So for the next couple of months here at FCCT we are going to do something slightly different in terms of blogs and look at the very exciting (if you like that sort of thing) talks that are coming up in Paris in December.
What are these talks I hear you ask? Well a quick Google search along the lines of COP21 or Paris Climate Talks will bring you up a range of media articles, opinion pieces and some really fascinating EU and United Nations web pages with strategies and rationale and ratification documents, which if you are having any trouble sleeping are my recommended reading.
Here at FCCT, we think these talks are potentially a big deal. As we will discover over the next couple of months, what is (or isn’t) agreed at these talks could have ramifications for our government in terms of targets for carbon reduction, and alongside that, a potential stronger approach to agricultural greenhouse gas emissions. If they all talk nicely and reach an agreement, then it will shape the future of what our carbon reduction strategy looks like; if they can’t agree, it will continue being fought out until an agreed reduction target for the period 2020 – 2030 can be finalised.
So one of our missions over the next couple of months is to bring you all the facts and information on what is happening in this exciting time leading up to the climate talks and what it will mean on the ground for managing and sustaining our farming businesses.
To kick off then I thought that we would look at where we are currently and how we have got to the 21st conference of the United Nations framework Convention of Climate change (apologies if you’ve missed the last 20).
I promise to try and not get too bogged down in policy, jargon or European / United Nations history
The basic policy
The United Nations framework Convention on Climate Change sets an overall framework for intergovernmental efforts to tackle the challenge posed to us by climate change.
The process was started at the Rio Earth Summit in 1992 where countries joined an international treaty to jointly consider what could be done to limit average global temperature increases and cope with the inevitable impacts.
The framework entered into force (by the time they had all agreed) on 21st March 1994, and 195 countries are now signed up to it.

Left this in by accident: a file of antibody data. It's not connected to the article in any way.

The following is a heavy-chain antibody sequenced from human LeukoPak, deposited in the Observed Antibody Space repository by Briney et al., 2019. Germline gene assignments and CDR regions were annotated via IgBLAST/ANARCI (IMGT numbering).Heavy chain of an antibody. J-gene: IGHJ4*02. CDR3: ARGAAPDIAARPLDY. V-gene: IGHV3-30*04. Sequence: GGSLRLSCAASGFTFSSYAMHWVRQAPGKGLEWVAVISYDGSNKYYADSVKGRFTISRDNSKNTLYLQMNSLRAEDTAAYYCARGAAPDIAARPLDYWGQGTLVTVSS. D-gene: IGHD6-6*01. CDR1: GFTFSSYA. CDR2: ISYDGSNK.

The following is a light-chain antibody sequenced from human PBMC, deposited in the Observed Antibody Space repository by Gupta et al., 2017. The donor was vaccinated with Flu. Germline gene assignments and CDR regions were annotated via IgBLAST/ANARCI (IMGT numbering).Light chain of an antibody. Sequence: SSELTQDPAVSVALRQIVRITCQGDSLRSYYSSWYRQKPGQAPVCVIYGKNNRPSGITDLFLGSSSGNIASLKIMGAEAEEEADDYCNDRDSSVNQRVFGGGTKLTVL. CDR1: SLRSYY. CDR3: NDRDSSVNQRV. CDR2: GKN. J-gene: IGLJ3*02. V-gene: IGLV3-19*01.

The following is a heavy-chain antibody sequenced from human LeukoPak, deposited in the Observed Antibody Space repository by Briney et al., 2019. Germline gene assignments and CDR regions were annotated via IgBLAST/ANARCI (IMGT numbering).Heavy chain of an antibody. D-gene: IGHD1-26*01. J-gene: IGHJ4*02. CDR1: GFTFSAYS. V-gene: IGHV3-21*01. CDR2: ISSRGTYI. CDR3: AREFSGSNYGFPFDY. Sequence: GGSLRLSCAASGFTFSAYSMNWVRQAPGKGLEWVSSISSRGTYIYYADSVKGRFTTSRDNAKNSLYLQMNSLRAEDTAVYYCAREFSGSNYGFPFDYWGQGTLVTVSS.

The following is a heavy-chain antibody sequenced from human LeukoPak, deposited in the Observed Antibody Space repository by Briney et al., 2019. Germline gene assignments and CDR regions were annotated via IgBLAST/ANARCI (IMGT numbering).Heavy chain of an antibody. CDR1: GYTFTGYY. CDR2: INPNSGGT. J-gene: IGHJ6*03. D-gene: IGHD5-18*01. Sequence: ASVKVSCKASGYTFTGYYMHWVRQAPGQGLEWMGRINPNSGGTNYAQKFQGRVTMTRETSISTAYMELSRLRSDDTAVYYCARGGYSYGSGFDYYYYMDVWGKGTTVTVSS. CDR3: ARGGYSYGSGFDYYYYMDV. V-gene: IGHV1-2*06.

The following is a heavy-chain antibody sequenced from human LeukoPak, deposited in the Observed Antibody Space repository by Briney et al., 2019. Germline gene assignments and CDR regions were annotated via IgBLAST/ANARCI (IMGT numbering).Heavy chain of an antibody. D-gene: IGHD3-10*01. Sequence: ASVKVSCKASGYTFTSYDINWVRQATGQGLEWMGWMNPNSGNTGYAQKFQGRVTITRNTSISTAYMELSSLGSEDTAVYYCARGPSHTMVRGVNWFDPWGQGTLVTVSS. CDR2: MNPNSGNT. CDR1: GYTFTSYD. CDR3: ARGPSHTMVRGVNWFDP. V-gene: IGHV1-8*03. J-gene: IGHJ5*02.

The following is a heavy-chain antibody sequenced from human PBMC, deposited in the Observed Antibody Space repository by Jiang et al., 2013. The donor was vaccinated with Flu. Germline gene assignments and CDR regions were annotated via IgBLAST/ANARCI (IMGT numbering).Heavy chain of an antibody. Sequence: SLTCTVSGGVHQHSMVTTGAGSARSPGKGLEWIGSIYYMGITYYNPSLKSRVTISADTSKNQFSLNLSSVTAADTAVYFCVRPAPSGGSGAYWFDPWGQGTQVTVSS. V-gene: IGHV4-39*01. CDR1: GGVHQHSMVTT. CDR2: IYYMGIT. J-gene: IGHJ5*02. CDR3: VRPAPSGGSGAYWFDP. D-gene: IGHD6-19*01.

The ultimate aim of the convention is:
“......stabilisation of greenhouse gas concentrations in the atmosphere at a level that would prevent dangerous anthrogenic (induced by man) interference with the climate system.”
What does it do?
In summary the convention:
1.Recognised that there was a problem (which was a pretty big deal in 1994, when the science wasn’t as sure as it is now)
2.Set a big but specific goal – ultimate objective of convention is to stabilise greenhouse gas concentrations
3.Gets developed countries to lead the way. The theory goes that developed countries are the source of most past and current GHG emissions, industrialised countries are expected to do the most to cut emissions on home ground.
4.Directs new funds to climate change activities in developing countries, and this includes industrialised countries sharing knowledge, skills and technologies with less developed nations
5.Keeps tabs on the problem and what is being done about it – including mandatory reporting on emissions levels, what nations climate change policies are and what measures they are implementing
6.Charts the beginning of a path to strike a delicate balance – this deals with accepting the fact that the shape of GHG emissions produced by developing countries as they develop economically will grow, however the convention aims to help such countries limit emissions in a way that won’t hinder economic progress
7.Kick off a formal consideration of adaptation to climate change
Source: The European Commission
Where are we at the moment?
So there are a couple of famous meetings and regulations that have led up to where we are now including:
The Kyoto Protocol
This was developed in 1997, and finally entered into force in 2005. This protocol commits industrialised countries to stabilise GHG emissions by setting binding emissions reduction targets or 37 industrialised countries. The targets add up to an average 5% emissions reduction compared to 1990 levels over the period 2008 – 2012 (1st commitment period).
Doha (8th December 2012)
The Doha Amedment launched a second commitment period of emissions reduction targets, which started on the 1st January 2013 and ran until 2020.
Paris talks in a nutshell
The COP (Conference of parties) which includes all party states, meets every year. At the Paris Summit, the aim is to develop a new international climate change agreement that will cover all 195 countries.
The new agreement is set to be agreed at Paris in December and implemented from 2020.
Climate conferences in Warsaw (2013) and Lima (2014) agreed that all countries had to put forward their proposed emissions reductions targets well ahead of the Paris conference (so its not a case of I left it at home).
The UN would then publish these contributions and report (by the 1st November) to assess whether the proposals are sufficient to keep global warming below 2 degrees.
(Source European Commission)
So its going to be an interesting time. Watch this space for more blogs over the next few weeks which will hopefully keep you informed as to what’s happening.